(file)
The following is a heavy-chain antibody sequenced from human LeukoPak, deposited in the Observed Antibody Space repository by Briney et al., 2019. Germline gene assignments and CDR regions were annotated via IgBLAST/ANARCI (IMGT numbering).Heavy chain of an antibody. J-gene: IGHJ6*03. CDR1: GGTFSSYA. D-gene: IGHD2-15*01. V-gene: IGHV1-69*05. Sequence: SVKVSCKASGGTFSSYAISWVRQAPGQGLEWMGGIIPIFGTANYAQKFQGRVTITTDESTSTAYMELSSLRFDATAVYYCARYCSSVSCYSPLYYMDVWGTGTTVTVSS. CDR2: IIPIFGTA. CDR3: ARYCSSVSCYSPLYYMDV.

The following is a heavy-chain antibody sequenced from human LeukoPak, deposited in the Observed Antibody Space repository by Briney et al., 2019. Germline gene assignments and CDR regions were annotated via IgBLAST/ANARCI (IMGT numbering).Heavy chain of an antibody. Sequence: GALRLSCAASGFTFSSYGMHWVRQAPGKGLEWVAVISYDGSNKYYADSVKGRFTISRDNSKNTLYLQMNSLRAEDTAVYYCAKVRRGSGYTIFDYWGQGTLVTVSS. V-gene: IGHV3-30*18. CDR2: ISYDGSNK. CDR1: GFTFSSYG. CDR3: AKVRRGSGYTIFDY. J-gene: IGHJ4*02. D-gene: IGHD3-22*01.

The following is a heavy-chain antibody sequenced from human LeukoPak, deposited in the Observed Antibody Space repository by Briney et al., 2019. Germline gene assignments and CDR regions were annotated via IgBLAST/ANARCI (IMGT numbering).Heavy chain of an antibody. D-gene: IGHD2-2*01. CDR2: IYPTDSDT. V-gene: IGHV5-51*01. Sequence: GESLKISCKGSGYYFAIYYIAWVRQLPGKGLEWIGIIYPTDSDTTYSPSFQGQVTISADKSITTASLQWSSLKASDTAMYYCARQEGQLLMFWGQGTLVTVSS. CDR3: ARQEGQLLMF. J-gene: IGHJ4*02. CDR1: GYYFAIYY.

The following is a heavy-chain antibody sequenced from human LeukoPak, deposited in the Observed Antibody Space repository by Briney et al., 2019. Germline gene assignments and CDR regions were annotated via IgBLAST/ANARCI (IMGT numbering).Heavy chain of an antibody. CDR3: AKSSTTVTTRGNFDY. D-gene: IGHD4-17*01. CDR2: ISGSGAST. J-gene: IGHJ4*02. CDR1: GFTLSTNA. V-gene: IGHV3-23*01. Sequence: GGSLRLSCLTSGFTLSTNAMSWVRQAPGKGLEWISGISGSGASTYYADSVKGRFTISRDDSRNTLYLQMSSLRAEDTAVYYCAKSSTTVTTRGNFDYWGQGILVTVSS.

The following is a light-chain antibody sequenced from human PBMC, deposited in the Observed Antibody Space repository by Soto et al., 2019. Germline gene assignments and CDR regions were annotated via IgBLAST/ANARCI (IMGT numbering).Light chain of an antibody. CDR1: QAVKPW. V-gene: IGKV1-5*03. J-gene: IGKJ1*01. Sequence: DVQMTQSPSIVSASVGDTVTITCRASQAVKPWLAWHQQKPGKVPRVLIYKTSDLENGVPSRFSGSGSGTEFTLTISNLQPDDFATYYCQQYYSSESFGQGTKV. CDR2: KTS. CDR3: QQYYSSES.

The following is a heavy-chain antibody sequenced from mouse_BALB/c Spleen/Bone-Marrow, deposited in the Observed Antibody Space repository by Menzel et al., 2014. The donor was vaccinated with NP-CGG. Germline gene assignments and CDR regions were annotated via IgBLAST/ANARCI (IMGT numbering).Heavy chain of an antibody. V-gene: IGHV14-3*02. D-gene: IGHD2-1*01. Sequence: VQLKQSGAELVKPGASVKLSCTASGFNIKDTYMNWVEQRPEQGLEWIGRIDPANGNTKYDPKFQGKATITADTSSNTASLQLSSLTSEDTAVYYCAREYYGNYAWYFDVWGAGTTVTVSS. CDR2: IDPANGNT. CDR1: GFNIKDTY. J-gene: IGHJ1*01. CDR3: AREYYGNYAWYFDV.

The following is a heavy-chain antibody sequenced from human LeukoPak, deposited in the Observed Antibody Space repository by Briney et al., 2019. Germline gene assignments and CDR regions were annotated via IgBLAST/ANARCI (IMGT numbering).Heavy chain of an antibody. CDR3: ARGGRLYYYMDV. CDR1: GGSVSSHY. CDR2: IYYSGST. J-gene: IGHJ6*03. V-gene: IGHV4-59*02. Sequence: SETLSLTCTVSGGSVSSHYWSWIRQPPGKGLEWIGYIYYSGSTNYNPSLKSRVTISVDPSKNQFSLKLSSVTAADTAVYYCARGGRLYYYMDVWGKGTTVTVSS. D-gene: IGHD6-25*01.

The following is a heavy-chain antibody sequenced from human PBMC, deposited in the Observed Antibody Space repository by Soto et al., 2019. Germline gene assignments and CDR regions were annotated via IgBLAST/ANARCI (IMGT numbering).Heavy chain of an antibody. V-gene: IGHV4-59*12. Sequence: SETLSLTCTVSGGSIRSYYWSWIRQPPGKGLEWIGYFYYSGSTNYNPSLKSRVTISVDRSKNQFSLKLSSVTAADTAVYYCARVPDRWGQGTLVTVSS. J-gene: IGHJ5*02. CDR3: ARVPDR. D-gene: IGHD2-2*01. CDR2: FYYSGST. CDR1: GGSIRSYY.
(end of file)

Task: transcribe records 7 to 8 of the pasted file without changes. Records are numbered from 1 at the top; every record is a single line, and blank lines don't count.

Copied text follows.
The following is a heavy-chain antibody sequenced from human LeukoPak, deposited in the Observed Antibody Space repository by Briney et al., 2019. Germline gene assignments and CDR regions were annotated via IgBLAST/ANARCI (IMGT numbering).Heavy chain of an antibody. CDR3: ARGGRLYYYMDV. CDR1: GGSVSSHY. CDR2: IYYSGST. J-gene: IGHJ6*03. V-gene: IGHV4-59*02. Sequence: SETLSLTCTVSGGSVSSHYWSWIRQPPGKGLEWIGYIYYSGSTNYNPSLKSRVTISVDPSKNQFSLKLSSVTAADTAVYYCARGGRLYYYMDVWGKGTTVTVSS. D-gene: IGHD6-25*01.

The following is a heavy-chain antibody sequenced from human PBMC, deposited in the Observed Antibody Space repository by Soto et al., 2019. Germline gene assignments and CDR regions were annotated via IgBLAST/ANARCI (IMGT numbering).Heavy chain of an antibody. V-gene: IGHV4-59*12. Sequence: SETLSLTCTVSGGSIRSYYWSWIRQPPGKGLEWIGYFYYSGSTNYNPSLKSRVTISVDRSKNQFSLKLSSVTAADTAVYYCARVPDRWGQGTLVTVSS. J-gene: IGHJ5*02. CDR3: ARVPDR. D-gene: IGHD2-2*01. CDR2: FYYSGST. CDR1: GGSIRSYY.